Lure Presentation:

Allowing the bait to hit the bottom, he then works his punch rig by yo-yoing three to four times or when a slower presentation is desired, he will bring the bait back to the top of the mat and hold it there with a very slight shake. "Seventy percent of the time, the bigger fish will bite it the first time it goes down, because of the reaction," he said. Martin advised that bites could feel very slight and he is looking for a subtle change in the feel to signify the bite. "In my career, I've caught several 40 lb bags flippin', bunches of tens and elevens and you would think with fish that big, you would get a massive strike, but it is the opposite," he said. "Especially the big ones, they seem to just suck it in. There are times when there is a big thump, but not very often." When he is ready to set the hook, he positions himself by pointing his body at the fish, puts one foot back and sets the hook hard by lifting the rod straight up and reeling fast. "You've got to hold pressure and keep the rod tip high," he explained. "After you've got it on, you've got to make the decision to pull all the way out with the rod or if it is tangled up, you have to trolling motor in and get it."

Punching Gear:

When choosing a punch rod, Martin suggests a long rod that stretches from 7'6" to 7'11" with a good backbone. "You cannot effectively flip mats with the wrong type of rod," warned Martin. "I use my 7'11" Okuma Mat Daddy Signature Series rod." He pairs his Mat Daddy with a Helios 7.3:1 casting reel. "When you're flippin' and pitchin' well, you're in a zone and to keep that rhythm going you need a high speed reel like the Helios," he explained. "While I am flippin' out and yo-yoing it two or three times, I am looking around for that next flip. A lot of times, when I am in the zone, my mind is two flips ahead of my body and that zone is where I'm looking to go." One of his most valued tools for shallow water punchin' are his Power-Poles. "It anchors you in place and allows you to pick a spot a part, so much more thoroughly," said Martin. "I cannot imagine fishing without them."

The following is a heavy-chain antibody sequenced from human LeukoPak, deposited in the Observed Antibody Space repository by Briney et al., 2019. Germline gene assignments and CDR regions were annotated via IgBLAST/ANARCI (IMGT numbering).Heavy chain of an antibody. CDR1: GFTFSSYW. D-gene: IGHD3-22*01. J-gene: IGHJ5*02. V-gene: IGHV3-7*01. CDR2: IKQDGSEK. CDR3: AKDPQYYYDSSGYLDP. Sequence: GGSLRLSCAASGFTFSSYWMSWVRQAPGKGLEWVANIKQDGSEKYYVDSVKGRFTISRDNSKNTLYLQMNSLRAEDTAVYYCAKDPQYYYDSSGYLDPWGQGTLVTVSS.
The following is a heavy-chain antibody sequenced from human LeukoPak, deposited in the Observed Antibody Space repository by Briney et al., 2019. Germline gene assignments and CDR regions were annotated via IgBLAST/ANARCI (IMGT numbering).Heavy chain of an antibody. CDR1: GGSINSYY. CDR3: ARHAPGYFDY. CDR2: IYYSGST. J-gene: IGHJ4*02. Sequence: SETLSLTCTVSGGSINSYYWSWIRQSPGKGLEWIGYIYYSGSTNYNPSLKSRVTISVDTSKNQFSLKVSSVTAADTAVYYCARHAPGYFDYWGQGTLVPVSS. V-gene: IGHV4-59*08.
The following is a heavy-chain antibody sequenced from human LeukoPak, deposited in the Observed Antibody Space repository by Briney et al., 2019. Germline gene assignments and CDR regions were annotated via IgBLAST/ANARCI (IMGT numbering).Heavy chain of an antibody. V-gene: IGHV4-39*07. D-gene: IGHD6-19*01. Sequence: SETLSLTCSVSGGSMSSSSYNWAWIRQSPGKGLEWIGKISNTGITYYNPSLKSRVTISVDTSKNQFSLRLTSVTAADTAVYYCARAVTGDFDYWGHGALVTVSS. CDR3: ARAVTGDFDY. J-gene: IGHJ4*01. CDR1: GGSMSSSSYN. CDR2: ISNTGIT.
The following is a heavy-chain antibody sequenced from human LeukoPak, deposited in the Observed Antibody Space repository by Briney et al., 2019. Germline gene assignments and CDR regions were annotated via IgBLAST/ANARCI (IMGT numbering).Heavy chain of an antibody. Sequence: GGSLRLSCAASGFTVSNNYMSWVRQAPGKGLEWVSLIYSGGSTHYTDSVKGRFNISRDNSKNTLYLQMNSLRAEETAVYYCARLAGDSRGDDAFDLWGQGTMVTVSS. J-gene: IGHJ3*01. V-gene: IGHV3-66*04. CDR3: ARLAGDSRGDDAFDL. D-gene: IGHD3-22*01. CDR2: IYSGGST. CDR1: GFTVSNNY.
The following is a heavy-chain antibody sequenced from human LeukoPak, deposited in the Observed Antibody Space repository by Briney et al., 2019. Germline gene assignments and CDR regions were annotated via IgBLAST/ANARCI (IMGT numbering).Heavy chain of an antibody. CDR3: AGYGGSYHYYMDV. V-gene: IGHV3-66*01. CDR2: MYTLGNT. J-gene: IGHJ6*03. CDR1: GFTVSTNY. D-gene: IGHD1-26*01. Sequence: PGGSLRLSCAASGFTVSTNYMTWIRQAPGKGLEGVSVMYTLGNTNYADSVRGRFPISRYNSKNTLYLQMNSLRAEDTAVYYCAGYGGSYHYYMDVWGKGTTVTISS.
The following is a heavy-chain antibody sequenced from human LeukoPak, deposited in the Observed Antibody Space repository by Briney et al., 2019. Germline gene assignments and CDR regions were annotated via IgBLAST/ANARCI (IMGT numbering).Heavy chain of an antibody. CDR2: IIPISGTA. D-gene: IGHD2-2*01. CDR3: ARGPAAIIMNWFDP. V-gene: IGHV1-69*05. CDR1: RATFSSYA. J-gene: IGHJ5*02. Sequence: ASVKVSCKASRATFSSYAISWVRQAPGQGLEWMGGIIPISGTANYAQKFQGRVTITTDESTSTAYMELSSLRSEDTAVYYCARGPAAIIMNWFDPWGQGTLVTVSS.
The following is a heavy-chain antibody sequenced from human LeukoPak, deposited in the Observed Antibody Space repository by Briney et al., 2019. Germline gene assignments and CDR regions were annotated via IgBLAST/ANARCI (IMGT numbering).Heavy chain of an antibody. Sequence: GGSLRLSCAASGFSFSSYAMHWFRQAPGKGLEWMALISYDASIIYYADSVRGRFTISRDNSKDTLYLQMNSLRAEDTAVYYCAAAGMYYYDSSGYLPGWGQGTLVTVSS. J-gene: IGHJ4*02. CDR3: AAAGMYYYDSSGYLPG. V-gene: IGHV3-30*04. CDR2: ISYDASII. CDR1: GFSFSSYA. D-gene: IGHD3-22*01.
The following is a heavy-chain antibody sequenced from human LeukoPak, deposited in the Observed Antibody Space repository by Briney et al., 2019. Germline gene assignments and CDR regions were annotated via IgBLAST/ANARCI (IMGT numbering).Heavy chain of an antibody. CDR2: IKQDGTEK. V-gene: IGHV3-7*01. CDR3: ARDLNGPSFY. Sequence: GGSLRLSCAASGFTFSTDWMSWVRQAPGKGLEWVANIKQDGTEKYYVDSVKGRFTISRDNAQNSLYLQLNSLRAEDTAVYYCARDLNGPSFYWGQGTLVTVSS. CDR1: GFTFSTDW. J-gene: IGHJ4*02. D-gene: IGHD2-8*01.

Click Link To Shop: Bass Angler Magazine

Packin' A Southern Punch With Scott Martin Summer 2014 Bass Angler Magazine (Jody Only pg. 6-8)

Summertime Spots With Cody Meyer

Bass Angler's Magazine hits the spot this summer with FLW Tour pro Cody Meyer as he fishes for spotted bass. During the warmth of this season, Meyer primarily has three lures tied on and uses each one for specific instances.

LOW LIGHT CONDITIONS: